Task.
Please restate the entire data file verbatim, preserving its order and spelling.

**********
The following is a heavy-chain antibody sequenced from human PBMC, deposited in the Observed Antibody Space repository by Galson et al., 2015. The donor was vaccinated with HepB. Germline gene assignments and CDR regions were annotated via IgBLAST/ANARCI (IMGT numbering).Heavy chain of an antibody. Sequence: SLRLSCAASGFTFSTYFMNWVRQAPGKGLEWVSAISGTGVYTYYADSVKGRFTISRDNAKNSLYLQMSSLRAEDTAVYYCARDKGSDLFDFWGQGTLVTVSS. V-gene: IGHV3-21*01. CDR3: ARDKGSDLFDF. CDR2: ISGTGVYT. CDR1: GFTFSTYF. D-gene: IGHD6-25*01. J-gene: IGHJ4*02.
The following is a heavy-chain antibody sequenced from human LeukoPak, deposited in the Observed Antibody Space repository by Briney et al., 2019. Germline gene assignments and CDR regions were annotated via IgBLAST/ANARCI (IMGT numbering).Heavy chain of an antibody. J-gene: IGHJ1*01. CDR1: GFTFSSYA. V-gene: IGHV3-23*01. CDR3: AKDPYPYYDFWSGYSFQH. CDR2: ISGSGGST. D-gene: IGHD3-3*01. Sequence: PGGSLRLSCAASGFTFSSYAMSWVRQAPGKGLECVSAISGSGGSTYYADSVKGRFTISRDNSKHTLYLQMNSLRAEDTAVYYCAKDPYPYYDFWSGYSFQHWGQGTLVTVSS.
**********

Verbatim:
The following is a heavy-chain antibody sequenced from human PBMC, deposited in the Observed Antibody Space repository by Galson et al., 2015. The donor was vaccinated with HepB. Germline gene assignments and CDR regions were annotated via IgBLAST/ANARCI (IMGT numbering).Heavy chain of an antibody. Sequence: SLRLSCAASGFTFSTYFMNWVRQAPGKGLEWVSAISGTGVYTYYADSVKGRFTISRDNAKNSLYLQMSSLRAEDTAVYYCARDKGSDLFDFWGQGTLVTVSS. V-gene: IGHV3-21*01. CDR3: ARDKGSDLFDF. CDR2: ISGTGVYT. CDR1: GFTFSTYF. D-gene: IGHD6-25*01. J-gene: IGHJ4*02.
The following is a heavy-chain antibody sequenced from human LeukoPak, deposited in the Observed Antibody Space repository by Briney et al., 2019. Germline gene assignments and CDR regions were annotated via IgBLAST/ANARCI (IMGT numbering).Heavy chain of an antibody. J-gene: IGHJ1*01. CDR1: GFTFSSYA. V-gene: IGHV3-23*01. CDR3: AKDPYPYYDFWSGYSFQH. CDR2: ISGSGGST. D-gene: IGHD3-3*01. Sequence: PGGSLRLSCAASGFTFSSYAMSWVRQAPGKGLECVSAISGSGGSTYYADSVKGRFTISRDNSKHTLYLQMNSLRAEDTAVYYCAKDPYPYYDFWSGYSFQHWGQGTLVTVSS.